With the decreasing need for us to communicate with others on a face to face basis, the social skills we use to do so, aren’t being practiced and as a result decline or, never fully develop to begin with.
We are seeing the effects of this in the workplace, particularly in sales and customer service, an industry where social skills are vital. Staff struggle with the very basics of communication. Making eye contact is a challenge, let alone having a genuine conversation with a customer or other staff.
Unfortunately workplace training, rarely covers such basics, preferring to focus on work related processes and procedures. There is dire need however, to provide people with skills in areas such as body language, tone of voice and eye contact.
We can no longer assume every person we hire, has the level of skill required to interact with others sufficiently. It must be included in our inductions and training for all employees before we let them loose within the workplace, let alone on your customers. As the world evolves, so must our staff training.
It’s no secret, times are tough for retailers. Not only are smaller independent stores struggling to survive, with many closing their doors but we’ve seen some big names disappear too.
That’s why when I visited an independent ladies apparel store this week, I was totally surprised and mortified by the experience I was offered. There was a complete lack of service, even border lining on rudeness on the part of the sales assistant. It made me question, with how tough things are out there, do certain retailers even want to be successful? When I see this type of poor or non-existent service, I want to shake them and say “wake up”. You can’t treat your customers in that manner and expect to be successful, particularly in today’s retail climate.
My experience on this particular occasion couldn’t have been more disappointing. Upon entering the store, the female assistant, who I suspect was the store owner, looked at and almost through me, with zero acknowledgement and an intense scowl on her face. She then proceeded to walk straight past me to continue carrying out a task. After I wandered around the store for a few minutes perusing the racks of dresses, I walked past the counter where the woman was now standing. She once again looked straight through me, failing to say thank you or farewell with a look of annoyance on her face. I left the store flabbergasted. I couldn’t believe it. I almost felt guilty for being in the store, like an unwanted guest trespassing someone’s private property.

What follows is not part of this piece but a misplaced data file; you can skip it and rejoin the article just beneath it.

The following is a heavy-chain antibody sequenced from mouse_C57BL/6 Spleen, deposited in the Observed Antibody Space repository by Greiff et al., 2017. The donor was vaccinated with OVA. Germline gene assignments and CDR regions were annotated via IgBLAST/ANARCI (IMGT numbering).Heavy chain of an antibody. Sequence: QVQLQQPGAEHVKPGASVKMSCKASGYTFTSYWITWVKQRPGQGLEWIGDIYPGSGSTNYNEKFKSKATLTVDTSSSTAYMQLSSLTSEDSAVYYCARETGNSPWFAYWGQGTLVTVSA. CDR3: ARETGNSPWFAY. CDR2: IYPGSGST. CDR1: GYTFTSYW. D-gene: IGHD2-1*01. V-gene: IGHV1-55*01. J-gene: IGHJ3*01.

Over the years during my regular visits to this reasonably large suburban shopping centre, I have never actually seen a customer in this store, nor walk in or out. My mind boggles as to how this business still exists. Perhaps the ‘50% Off All Stock’ signs plastered all over the window and walls, is an indication business isn’t going so well. I can’t imagine why!
Over the last twelve months, I have seen numerous stores in the centre close down with many retail spaces remaining empty for months on end. With sky rocketing rent and reduced foot traffic, businesses can’t afford to get lazy in the customer service department. They need to be doing more in order to provide their customers with positive shopping experiences, inspiring them to purchase and encouraging them to shop there again. Unfortunately many retailers haven’t worked this out.
When I hear retailers complain about profit loss, impending staff cuts and store closures, of course I feel sad at their demise however, I think back to my shopping experiences in many of these retail stores and can recall nothing but disappointing, unsatisfactory and deterring experiences. You can’t expect to survive, if you are not winning and retaining customers.
Stores and their employees can actually drive customers away through the lack of or, the poor quality service they offer. As with my recent experience, staff may subconsciously be sending the message to customers, ‘we can’t be bothered serving you, it’s too hard, go somewhere else’.
Today customers have a great deal of choice in where to purchase their products and services. Not only the choice between various retailers but also the option of shopping online. We hear story after story regarding the increase of online shopping and the death of bricks and mortar stores. One of the major differentiators retailers have over online shopping, is the shopping experience they provide their customer with. Therefore, it’s vital for retailers to ensure the customers experience is exceptional otherwise, they may do nothing other than drive the customer away, prompting them to consider purchasing online or from a competitor.